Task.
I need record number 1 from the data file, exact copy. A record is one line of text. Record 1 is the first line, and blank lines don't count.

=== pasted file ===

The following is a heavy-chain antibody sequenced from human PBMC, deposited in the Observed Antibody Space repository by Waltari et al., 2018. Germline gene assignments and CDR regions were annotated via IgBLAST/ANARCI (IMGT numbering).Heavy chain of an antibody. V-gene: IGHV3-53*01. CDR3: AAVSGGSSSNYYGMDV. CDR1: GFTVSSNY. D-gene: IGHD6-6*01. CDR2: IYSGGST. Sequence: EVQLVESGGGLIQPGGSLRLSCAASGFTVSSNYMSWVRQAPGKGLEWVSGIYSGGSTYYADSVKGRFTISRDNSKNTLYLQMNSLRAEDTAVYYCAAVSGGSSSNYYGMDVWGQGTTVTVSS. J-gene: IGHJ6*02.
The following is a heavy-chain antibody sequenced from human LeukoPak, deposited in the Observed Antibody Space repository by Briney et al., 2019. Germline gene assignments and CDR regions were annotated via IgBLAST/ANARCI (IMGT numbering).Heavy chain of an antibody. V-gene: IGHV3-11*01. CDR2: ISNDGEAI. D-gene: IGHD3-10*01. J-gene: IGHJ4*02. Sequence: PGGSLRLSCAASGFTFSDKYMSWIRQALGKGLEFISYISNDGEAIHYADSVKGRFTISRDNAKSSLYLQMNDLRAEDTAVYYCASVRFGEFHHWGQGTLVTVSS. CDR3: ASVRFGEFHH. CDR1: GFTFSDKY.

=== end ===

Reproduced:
The following is a heavy-chain antibody sequenced from human PBMC, deposited in the Observed Antibody Space repository by Waltari et al., 2018. Germline gene assignments and CDR regions were annotated via IgBLAST/ANARCI (IMGT numbering).Heavy chain of an antibody. V-gene: IGHV3-53*01. CDR3: AAVSGGSSSNYYGMDV. CDR1: GFTVSSNY. D-gene: IGHD6-6*01. CDR2: IYSGGST. Sequence: EVQLVESGGGLIQPGGSLRLSCAASGFTVSSNYMSWVRQAPGKGLEWVSGIYSGGSTYYADSVKGRFTISRDNSKNTLYLQMNSLRAEDTAVYYCAAVSGGSSSNYYGMDVWGQGTTVTVSS. J-gene: IGHJ6*02.